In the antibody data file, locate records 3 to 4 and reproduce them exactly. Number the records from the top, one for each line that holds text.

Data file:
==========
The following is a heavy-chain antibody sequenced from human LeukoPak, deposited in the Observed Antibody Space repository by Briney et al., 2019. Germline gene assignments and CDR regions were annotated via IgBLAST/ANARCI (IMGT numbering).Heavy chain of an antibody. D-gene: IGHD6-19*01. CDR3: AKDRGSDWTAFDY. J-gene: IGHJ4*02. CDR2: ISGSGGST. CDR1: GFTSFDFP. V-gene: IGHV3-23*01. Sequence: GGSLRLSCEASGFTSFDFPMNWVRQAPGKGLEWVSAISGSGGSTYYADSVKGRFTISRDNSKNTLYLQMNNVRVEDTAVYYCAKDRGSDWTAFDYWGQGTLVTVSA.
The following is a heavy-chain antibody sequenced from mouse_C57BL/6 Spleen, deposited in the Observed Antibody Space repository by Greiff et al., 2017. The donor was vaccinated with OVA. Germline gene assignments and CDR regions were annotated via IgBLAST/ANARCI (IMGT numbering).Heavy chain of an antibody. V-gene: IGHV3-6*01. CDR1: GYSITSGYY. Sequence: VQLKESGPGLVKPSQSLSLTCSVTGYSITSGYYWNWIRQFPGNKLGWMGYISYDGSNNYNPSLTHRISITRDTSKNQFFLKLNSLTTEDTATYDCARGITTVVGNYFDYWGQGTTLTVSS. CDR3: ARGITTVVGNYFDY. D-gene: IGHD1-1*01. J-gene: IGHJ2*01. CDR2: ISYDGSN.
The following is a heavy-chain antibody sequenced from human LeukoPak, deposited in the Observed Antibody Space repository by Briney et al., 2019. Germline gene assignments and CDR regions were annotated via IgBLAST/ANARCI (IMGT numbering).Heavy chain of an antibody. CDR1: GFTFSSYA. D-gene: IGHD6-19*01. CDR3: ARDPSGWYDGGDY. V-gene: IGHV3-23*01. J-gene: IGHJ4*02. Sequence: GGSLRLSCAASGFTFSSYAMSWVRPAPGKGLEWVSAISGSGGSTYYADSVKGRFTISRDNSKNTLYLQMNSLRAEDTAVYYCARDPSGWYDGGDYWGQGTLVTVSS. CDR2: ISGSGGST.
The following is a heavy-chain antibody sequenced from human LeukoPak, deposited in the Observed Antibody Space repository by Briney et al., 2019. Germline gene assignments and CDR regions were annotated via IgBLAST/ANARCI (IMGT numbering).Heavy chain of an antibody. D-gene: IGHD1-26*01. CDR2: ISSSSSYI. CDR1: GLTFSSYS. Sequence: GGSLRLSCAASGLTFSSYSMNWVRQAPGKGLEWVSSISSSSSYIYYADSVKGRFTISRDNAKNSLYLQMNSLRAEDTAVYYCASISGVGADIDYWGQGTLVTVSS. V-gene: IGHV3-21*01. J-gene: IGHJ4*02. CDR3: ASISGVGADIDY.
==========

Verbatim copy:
The following is a heavy-chain antibody sequenced from human LeukoPak, deposited in the Observed Antibody Space repository by Briney et al., 2019. Germline gene assignments and CDR regions were annotated via IgBLAST/ANARCI (IMGT numbering).Heavy chain of an antibody. CDR1: GFTFSSYA. D-gene: IGHD6-19*01. CDR3: ARDPSGWYDGGDY. V-gene: IGHV3-23*01. J-gene: IGHJ4*02. Sequence: GGSLRLSCAASGFTFSSYAMSWVRPAPGKGLEWVSAISGSGGSTYYADSVKGRFTISRDNSKNTLYLQMNSLRAEDTAVYYCARDPSGWYDGGDYWGQGTLVTVSS. CDR2: ISGSGGST.
The following is a heavy-chain antibody sequenced from human LeukoPak, deposited in the Observed Antibody Space repository by Briney et al., 2019. Germline gene assignments and CDR regions were annotated via IgBLAST/ANARCI (IMGT numbering).Heavy chain of an antibody. D-gene: IGHD1-26*01. CDR2: ISSSSSYI. CDR1: GLTFSSYS. Sequence: GGSLRLSCAASGLTFSSYSMNWVRQAPGKGLEWVSSISSSSSYIYYADSVKGRFTISRDNAKNSLYLQMNSLRAEDTAVYYCASISGVGADIDYWGQGTLVTVSS. V-gene: IGHV3-21*01. J-gene: IGHJ4*02. CDR3: ASISGVGADIDY.